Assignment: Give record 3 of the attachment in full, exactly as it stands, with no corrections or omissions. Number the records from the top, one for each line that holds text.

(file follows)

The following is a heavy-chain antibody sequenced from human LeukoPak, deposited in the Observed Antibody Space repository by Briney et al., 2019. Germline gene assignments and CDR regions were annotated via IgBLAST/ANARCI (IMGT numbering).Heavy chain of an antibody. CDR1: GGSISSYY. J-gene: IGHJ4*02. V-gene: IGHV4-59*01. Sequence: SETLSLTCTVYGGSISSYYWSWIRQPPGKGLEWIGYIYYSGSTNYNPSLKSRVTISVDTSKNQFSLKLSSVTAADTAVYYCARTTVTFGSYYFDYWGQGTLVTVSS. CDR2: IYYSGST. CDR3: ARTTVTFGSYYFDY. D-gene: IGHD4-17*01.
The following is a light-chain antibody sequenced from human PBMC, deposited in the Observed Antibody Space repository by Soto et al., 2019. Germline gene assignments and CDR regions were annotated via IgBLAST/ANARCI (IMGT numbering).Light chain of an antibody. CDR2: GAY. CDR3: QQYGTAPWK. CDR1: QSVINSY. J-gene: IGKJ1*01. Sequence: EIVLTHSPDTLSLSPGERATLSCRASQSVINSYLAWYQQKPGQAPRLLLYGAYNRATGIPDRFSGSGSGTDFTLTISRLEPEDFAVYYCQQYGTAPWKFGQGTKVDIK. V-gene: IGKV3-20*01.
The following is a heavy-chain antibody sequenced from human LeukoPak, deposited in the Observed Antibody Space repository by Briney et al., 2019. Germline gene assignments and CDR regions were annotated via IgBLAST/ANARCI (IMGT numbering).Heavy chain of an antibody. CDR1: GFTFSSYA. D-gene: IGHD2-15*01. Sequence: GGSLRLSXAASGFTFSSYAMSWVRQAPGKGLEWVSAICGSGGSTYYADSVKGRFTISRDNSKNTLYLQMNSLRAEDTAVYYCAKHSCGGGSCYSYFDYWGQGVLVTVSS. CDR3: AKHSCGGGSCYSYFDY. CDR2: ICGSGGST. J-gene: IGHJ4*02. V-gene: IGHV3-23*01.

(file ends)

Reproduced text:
The following is a heavy-chain antibody sequenced from human LeukoPak, deposited in the Observed Antibody Space repository by Briney et al., 2019. Germline gene assignments and CDR regions were annotated via IgBLAST/ANARCI (IMGT numbering).Heavy chain of an antibody. CDR1: GFTFSSYA. D-gene: IGHD2-15*01. Sequence: GGSLRLSXAASGFTFSSYAMSWVRQAPGKGLEWVSAICGSGGSTYYADSVKGRFTISRDNSKNTLYLQMNSLRAEDTAVYYCAKHSCGGGSCYSYFDYWGQGVLVTVSS. CDR3: AKHSCGGGSCYSYFDY. CDR2: ICGSGGST. J-gene: IGHJ4*02. V-gene: IGHV3-23*01.